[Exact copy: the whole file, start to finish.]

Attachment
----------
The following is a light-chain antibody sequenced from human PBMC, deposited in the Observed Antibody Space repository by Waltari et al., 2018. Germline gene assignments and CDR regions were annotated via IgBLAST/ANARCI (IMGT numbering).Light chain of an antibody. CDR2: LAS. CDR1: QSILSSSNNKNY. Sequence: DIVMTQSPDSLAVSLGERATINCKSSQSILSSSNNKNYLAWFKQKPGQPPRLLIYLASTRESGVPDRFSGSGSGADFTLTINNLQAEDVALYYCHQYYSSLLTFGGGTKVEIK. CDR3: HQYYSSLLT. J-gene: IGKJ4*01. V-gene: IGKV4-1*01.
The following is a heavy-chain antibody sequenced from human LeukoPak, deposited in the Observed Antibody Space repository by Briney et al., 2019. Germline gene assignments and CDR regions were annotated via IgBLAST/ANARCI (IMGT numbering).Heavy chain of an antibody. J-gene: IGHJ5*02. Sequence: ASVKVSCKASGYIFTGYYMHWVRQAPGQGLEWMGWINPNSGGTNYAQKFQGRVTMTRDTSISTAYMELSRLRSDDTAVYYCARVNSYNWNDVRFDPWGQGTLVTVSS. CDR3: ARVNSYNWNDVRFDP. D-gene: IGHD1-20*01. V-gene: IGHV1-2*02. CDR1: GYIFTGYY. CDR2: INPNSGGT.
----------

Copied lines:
The following is a light-chain antibody sequenced from human PBMC, deposited in the Observed Antibody Space repository by Waltari et al., 2018. Germline gene assignments and CDR regions were annotated via IgBLAST/ANARCI (IMGT numbering).Light chain of an antibody. CDR2: LAS. CDR1: QSILSSSNNKNY. Sequence: DIVMTQSPDSLAVSLGERATINCKSSQSILSSSNNKNYLAWFKQKPGQPPRLLIYLASTRESGVPDRFSGSGSGADFTLTINNLQAEDVALYYCHQYYSSLLTFGGGTKVEIK. CDR3: HQYYSSLLT. J-gene: IGKJ4*01. V-gene: IGKV4-1*01.
The following is a heavy-chain antibody sequenced from human LeukoPak, deposited in the Observed Antibody Space repository by Briney et al., 2019. Germline gene assignments and CDR regions were annotated via IgBLAST/ANARCI (IMGT numbering).Heavy chain of an antibody. J-gene: IGHJ5*02. Sequence: ASVKVSCKASGYIFTGYYMHWVRQAPGQGLEWMGWINPNSGGTNYAQKFQGRVTMTRDTSISTAYMELSRLRSDDTAVYYCARVNSYNWNDVRFDPWGQGTLVTVSS. CDR3: ARVNSYNWNDVRFDP. D-gene: IGHD1-20*01. V-gene: IGHV1-2*02. CDR1: GYIFTGYY. CDR2: INPNSGGT.